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The Carter Center International Election Observation Mission in Nepal: Second Pre-Election Statement (English and Nepali)

Read the Nepali language version (PDF).

In Atlanta: Deborah Hakes, +1 404 420 5124
In Kathmandu: Darren Nance, +977 1 444 5055/1446 

This statement presents the observations and continued findings of the Carter Center's international election observation mission in Nepal. In March 2007, the mission deployed 13 long-term observers (LTOs) representing nine different nationalities throughout Nepal to assess the political and electoral environment in the period leading up to the constituent assembly election. The Center's observers have now visited more than 70 of Nepal's 75 districts, reaching not only to district headquarters but also to the village level.

The observations and recommendations below build upon the Carter Center's April 16 pre-election statement and are based on information gathered by the Center's headquarters staff and long-term observers in meetings with electoral authorities, government officials, political party and civil society leaders, security officials, Nepali citizens, and representatives of the international community.

The Carter Center conducts election observation activities in a nonpartisan, professional manner in accordance with applicable Nepali law and international standards for election observation as set forth in the Declaration of Principles for International Election Observation. The Center coordinates closely with other international and domestic observer delegations and publishes statements of its findings and recommendations on its Web site: The goal of the Center's mission in Nepal is to demonstrate international support for and provide an independent assessment of the constituent assembly election process. The Center hopes that its activity will help ensure a credible process that is accepted by the people of Nepal and which serves to consolidate the gains of the ongoing peace process.


1. Sustain focus on electoral preparations

The Carter Center is encouraged by the recent Eight Party agreement regarding a late November/early December timeframe for the constituent assembly election as well as the resumption of business in the interim legislature-parliament. Furthermore, the June 7 registration of a second bill to amend the interim constitution and discussions in the State Affairs Committee on the constituent assembly electoral system indicate that the political deadlock of the past several months is potentially coming to an end.

While the Center is heartened by this resumption of electoral activity, concerns remain about the multiple outstanding issues that need to be addressed in an increasingly short time frame in order to facilitate a winter election. In order to ensure that the electoral legislation is widely accepted and facilitates progress in the electoral process, there is a critical need for consultation and buy-in from marginalized groups on the mechanism for inclusivity and the delimitation of new electoral constituencies. Following such agreement, the Center hopes that electoral legislation will be passed promptly and a new election date declared. The 110 day threshold the election commission has requested will expire in early August, and the decision of a date will enable the commission to best plan its efforts and reaffirm the Nepali public's faith that an election is forthcoming.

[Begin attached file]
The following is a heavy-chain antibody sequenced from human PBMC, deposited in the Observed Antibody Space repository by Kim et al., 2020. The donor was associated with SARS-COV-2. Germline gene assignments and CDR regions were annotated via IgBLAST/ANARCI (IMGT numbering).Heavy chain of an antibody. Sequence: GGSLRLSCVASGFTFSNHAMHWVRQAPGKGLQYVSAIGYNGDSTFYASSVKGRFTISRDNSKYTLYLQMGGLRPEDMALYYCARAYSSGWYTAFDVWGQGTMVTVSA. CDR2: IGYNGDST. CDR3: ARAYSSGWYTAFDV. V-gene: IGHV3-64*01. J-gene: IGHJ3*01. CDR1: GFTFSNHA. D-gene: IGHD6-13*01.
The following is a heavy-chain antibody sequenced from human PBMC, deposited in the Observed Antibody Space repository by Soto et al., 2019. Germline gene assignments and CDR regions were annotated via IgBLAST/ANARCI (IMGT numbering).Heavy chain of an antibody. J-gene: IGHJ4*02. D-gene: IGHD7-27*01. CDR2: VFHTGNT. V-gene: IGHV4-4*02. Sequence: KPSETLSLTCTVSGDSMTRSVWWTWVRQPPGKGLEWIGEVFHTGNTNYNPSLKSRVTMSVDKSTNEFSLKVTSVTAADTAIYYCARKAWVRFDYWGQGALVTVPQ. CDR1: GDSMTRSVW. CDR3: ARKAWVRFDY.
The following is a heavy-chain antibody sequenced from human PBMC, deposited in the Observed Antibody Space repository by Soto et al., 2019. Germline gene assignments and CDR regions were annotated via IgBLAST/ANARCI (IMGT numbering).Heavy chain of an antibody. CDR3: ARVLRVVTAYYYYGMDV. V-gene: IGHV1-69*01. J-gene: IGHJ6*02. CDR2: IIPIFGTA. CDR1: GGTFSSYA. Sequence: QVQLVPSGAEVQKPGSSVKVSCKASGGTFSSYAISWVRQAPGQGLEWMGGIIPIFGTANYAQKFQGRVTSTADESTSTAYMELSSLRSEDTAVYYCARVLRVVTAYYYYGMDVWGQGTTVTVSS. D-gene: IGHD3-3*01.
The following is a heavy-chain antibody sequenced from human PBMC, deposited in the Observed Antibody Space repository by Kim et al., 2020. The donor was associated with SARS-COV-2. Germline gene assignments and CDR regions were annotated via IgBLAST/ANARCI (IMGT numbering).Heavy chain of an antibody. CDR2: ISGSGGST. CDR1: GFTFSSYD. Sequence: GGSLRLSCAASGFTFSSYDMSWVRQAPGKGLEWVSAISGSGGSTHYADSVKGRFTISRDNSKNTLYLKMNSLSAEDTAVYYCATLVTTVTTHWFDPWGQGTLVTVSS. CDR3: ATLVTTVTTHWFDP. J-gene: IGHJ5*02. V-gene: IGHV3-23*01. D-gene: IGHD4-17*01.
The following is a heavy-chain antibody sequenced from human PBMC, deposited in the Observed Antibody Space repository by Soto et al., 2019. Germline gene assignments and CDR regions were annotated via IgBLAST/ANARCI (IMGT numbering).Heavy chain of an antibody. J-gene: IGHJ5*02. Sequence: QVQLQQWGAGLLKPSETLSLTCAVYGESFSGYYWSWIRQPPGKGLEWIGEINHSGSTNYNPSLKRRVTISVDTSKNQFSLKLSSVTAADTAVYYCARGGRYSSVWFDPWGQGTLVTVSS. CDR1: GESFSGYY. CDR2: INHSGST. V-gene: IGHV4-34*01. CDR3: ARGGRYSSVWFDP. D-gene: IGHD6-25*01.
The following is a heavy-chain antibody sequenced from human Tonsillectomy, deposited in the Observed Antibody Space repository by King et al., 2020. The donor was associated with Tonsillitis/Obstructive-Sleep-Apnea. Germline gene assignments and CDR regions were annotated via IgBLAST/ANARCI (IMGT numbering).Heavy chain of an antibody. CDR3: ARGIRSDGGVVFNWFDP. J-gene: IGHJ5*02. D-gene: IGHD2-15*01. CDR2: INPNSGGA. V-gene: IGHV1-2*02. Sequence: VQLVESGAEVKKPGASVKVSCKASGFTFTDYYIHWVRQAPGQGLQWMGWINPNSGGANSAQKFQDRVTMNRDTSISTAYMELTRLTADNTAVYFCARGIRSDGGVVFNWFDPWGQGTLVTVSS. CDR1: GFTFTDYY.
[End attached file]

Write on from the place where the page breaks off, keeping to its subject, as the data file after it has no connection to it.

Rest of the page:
As the political leadership debates various electoral issues, the Center reiterates its recommendation to reconsider the issue of ranked candidate lists in the proportional representation system. The system presently being discussed would allow parties to give elected seats to any candidate within their proportional representation candidate list after the election result has been declared, rather than allocating the seats starting from an already ranked candidate list. The former system, if adopted, would remove the ability of voters to know who they are likely to elect from a given party and would provide political parties with disproportionate control over their candidates. As both systems will allow for the quotas for marginalized groups presently being discussed to be preserved, the Center encourages the political leadership to select the process which will be most transparent for voters.

The Center hopes that the Eight Party Alliance's recent initiatives indicate recognition that conducting the constituent assembly election is a shared responsibility. A collective and serious plan to deal with the pressing issues currently facing the country is necessary as is the announcement of a new election date. Given the intended transitional nature of the present government and the challenging political situation, commitment and cooperation by key stakeholders is essential in order to ensure continued progress.

The Center encourages the government of Nepal to focus on the common purpose of creating a conducive environment for the constituent assembly election, including action on all outstanding electoral legislation and decisions together with the new election date following widespread consultation and buy-in from marginalized groups.

2. Continue substantive dialogue with marginalized groups

The Carter Center commends the government for its stated commitment to resolving issues of concern to marginalized groups through peaceful dialogue. The Center further notes the positive steps taken by the government via the Ministry of Peace and Reconstruction to initiate such dialogue with madhesis, women, and janajatis. The Center encourages the government to initiate similar talks with dalit representatives, as they too represent a marginalized group that should be specifically targeted for inclusion. Reports from the June 1 negotiation session between the government and the Madhesi Janadhikar Forum (MJF) indicate that thus far the talks are going well, and it is hoped that this trend will continue and be repeated with other groups. Initiation of negotiations is a promising step. However, there remains significant work necessary to resolve the challenging issues that are being discussed. It is possible that the issue of marginalized groups' electoral system demands may need to be separated from the wider package of concerns raised by these groups in order to allow both the electoral and the negotiation processes to proceed in parallel.